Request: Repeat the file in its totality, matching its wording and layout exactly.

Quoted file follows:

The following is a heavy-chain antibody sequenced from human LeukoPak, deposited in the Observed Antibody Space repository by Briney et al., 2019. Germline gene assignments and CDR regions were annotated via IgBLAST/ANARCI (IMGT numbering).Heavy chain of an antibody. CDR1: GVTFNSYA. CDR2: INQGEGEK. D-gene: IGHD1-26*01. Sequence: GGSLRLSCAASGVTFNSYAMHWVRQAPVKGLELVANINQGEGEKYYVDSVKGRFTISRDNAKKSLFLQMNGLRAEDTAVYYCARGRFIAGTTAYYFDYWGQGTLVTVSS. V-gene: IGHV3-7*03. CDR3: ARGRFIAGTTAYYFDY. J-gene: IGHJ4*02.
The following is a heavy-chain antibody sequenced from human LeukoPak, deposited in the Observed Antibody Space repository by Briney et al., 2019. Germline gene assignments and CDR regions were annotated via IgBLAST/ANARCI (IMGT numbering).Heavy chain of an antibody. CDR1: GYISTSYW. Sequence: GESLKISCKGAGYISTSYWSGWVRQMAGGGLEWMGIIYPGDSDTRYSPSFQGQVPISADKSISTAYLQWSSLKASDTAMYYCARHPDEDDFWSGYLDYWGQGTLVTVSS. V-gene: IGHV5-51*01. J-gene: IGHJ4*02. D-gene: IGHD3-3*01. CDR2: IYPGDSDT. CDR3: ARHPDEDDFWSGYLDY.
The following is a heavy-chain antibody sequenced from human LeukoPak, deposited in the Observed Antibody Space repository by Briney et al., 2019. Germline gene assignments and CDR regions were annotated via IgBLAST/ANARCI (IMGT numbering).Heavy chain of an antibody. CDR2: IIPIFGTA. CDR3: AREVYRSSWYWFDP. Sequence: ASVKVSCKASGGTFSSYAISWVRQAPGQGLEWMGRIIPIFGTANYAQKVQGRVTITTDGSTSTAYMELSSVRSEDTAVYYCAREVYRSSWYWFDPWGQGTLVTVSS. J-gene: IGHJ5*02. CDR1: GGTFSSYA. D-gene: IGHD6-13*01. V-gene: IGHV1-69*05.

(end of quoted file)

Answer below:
The following is a heavy-chain antibody sequenced from human LeukoPak, deposited in the Observed Antibody Space repository by Briney et al., 2019. Germline gene assignments and CDR regions were annotated via IgBLAST/ANARCI (IMGT numbering).Heavy chain of an antibody. CDR1: GVTFNSYA. CDR2: INQGEGEK. D-gene: IGHD1-26*01. Sequence: GGSLRLSCAASGVTFNSYAMHWVRQAPVKGLELVANINQGEGEKYYVDSVKGRFTISRDNAKKSLFLQMNGLRAEDTAVYYCARGRFIAGTTAYYFDYWGQGTLVTVSS. V-gene: IGHV3-7*03. CDR3: ARGRFIAGTTAYYFDY. J-gene: IGHJ4*02.
The following is a heavy-chain antibody sequenced from human LeukoPak, deposited in the Observed Antibody Space repository by Briney et al., 2019. Germline gene assignments and CDR regions were annotated via IgBLAST/ANARCI (IMGT numbering).Heavy chain of an antibody. CDR1: GYISTSYW. Sequence: GESLKISCKGAGYISTSYWSGWVRQMAGGGLEWMGIIYPGDSDTRYSPSFQGQVPISADKSISTAYLQWSSLKASDTAMYYCARHPDEDDFWSGYLDYWGQGTLVTVSS. V-gene: IGHV5-51*01. J-gene: IGHJ4*02. D-gene: IGHD3-3*01. CDR2: IYPGDSDT. CDR3: ARHPDEDDFWSGYLDY.
The following is a heavy-chain antibody sequenced from human LeukoPak, deposited in the Observed Antibody Space repository by Briney et al., 2019. Germline gene assignments and CDR regions were annotated via IgBLAST/ANARCI (IMGT numbering).Heavy chain of an antibody. CDR2: IIPIFGTA. CDR3: AREVYRSSWYWFDP. Sequence: ASVKVSCKASGGTFSSYAISWVRQAPGQGLEWMGRIIPIFGTANYAQKVQGRVTITTDGSTSTAYMELSSVRSEDTAVYYCAREVYRSSWYWFDPWGQGTLVTVSS. J-gene: IGHJ5*02. CDR1: GGTFSSYA. D-gene: IGHD6-13*01. V-gene: IGHV1-69*05.